Surrendering Our Idea of Control
Today I had a new patient who has survived breast cancer. She mentioned that her high stress job and poor diet may have contributed to her becoming sick. Many of my patients are aware that these are important factors to living a healthy life. However, despite our best efforts illness can still show up. And its not our fault.
We Are Not In Control
The most powerful grassroots health movement of our time is the 12 steps or other peer support groups. Why is this? These groups are based on giving up the illusion that we are in control and can do it alone. Surrendering to this makes us more receptive. We can then access our own inner wisdom and invite help from others who are struggling in similar ways.
There are many factors that influence our health that we have limited control over. From environmental pollution to whether or not we were breastfed and even how our grandparents lived all weigh in. It can be difficult to accept this lack of control and it pushes us to face the reality of death. Oftentimes those who come into contact with their mortality begin to live more fully.
Getting sick does not mean that we somehow failed. That we “didn’t get it right.” When I met with my patient today I emphasized all her strengths. Her willingness and honesty about slipping back into old habits now that she is back at work is remarkable. But what is more remarkable is that she’s at work at all and that she loves what she does!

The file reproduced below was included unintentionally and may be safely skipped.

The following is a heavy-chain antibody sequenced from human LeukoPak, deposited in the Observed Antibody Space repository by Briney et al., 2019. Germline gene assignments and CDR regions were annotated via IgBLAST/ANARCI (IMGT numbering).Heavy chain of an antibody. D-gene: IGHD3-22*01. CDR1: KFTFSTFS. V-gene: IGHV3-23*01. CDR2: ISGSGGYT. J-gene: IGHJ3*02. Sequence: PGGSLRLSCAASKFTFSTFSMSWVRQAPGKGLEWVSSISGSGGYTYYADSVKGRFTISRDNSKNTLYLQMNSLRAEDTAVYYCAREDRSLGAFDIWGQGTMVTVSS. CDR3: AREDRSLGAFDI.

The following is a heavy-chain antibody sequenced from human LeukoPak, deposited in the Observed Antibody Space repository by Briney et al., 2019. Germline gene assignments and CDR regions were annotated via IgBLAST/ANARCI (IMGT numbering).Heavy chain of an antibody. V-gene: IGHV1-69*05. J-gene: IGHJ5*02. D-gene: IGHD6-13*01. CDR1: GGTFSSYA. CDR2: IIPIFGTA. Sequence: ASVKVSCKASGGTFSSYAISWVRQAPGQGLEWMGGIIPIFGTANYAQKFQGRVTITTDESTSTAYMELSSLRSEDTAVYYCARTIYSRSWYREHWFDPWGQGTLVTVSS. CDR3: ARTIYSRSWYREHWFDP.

Accepting that we’re not in full control doesn’t mean that we don’t take care of ourselves. But we can release the guilt and shame that would otherwise come with a chronic illness or disease. This helps us respond appropriately. This patient told me how she will only work with people who are also committed to health and creating a positive work environment.
Self-compassion, kindness and empathy is what cancer survivors or survivors of any kind deserve. Somehow its easy to forget in our culture. I see and hear the words ‘don’t play the victim’ or ‘you need to take responsibility’. This often comes out of people’s own discomfort and is a reaction fueled by fear, anger or blame. Five young women around me are breast cancer survivors. These women are warriors and ought to be honoured for their strength.
So, what does it mean to take responsibility for your health while recognizing that you’re not in full control of it?